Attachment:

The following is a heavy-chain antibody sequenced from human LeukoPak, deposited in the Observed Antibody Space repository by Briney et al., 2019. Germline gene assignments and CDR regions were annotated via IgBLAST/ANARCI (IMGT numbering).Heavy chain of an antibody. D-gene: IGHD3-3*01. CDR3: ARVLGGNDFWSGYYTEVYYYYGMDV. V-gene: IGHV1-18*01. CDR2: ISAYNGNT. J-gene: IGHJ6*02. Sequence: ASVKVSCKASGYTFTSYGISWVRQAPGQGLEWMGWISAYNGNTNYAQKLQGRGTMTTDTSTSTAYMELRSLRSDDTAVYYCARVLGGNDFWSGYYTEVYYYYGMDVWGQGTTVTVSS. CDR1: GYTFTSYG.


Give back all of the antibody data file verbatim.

The following is a heavy-chain antibody sequenced from human LeukoPak, deposited in the Observed Antibody Space repository by Briney et al., 2019. Germline gene assignments and CDR regions were annotated via IgBLAST/ANARCI (IMGT numbering).Heavy chain of an antibody. D-gene: IGHD3-3*01. CDR3: ARVLGGNDFWSGYYTEVYYYYGMDV. V-gene: IGHV1-18*01. CDR2: ISAYNGNT. J-gene: IGHJ6*02. Sequence: ASVKVSCKASGYTFTSYGISWVRQAPGQGLEWMGWISAYNGNTNYAQKLQGRGTMTTDTSTSTAYMELRSLRSDDTAVYYCARVLGGNDFWSGYYTEVYYYYGMDVWGQGTTVTVSS. CDR1: GYTFTSYG.